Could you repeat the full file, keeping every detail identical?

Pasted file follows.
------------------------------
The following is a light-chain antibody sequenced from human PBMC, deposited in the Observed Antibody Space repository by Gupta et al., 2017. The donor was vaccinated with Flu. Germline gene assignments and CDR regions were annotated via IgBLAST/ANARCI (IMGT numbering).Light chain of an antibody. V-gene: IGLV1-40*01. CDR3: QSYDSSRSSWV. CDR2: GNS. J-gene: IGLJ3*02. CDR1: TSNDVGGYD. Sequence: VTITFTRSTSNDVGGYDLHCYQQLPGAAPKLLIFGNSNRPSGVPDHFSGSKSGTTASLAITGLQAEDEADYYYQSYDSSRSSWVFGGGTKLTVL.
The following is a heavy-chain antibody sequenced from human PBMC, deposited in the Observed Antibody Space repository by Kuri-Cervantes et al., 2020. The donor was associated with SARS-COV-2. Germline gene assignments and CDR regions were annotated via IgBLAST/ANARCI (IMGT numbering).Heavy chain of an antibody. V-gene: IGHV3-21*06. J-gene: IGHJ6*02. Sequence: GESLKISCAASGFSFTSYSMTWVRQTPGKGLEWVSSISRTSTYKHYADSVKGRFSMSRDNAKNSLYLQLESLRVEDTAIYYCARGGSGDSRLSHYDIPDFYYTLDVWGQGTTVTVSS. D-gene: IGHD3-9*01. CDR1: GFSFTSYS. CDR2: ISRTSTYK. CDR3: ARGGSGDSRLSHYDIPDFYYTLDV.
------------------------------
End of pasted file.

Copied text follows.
The following is a light-chain antibody sequenced from human PBMC, deposited in the Observed Antibody Space repository by Gupta et al., 2017. The donor was vaccinated with Flu. Germline gene assignments and CDR regions were annotated via IgBLAST/ANARCI (IMGT numbering).Light chain of an antibody. V-gene: IGLV1-40*01. CDR3: QSYDSSRSSWV. CDR2: GNS. J-gene: IGLJ3*02. CDR1: TSNDVGGYD. Sequence: VTITFTRSTSNDVGGYDLHCYQQLPGAAPKLLIFGNSNRPSGVPDHFSGSKSGTTASLAITGLQAEDEADYYYQSYDSSRSSWVFGGGTKLTVL.
The following is a heavy-chain antibody sequenced from human PBMC, deposited in the Observed Antibody Space repository by Kuri-Cervantes et al., 2020. The donor was associated with SARS-COV-2. Germline gene assignments and CDR regions were annotated via IgBLAST/ANARCI (IMGT numbering).Heavy chain of an antibody. V-gene: IGHV3-21*06. J-gene: IGHJ6*02. Sequence: GESLKISCAASGFSFTSYSMTWVRQTPGKGLEWVSSISRTSTYKHYADSVKGRFSMSRDNAKNSLYLQLESLRVEDTAIYYCARGGSGDSRLSHYDIPDFYYTLDVWGQGTTVTVSS. D-gene: IGHD3-9*01. CDR1: GFSFTSYS. CDR2: ISRTSTYK. CDR3: ARGGSGDSRLSHYDIPDFYYTLDV.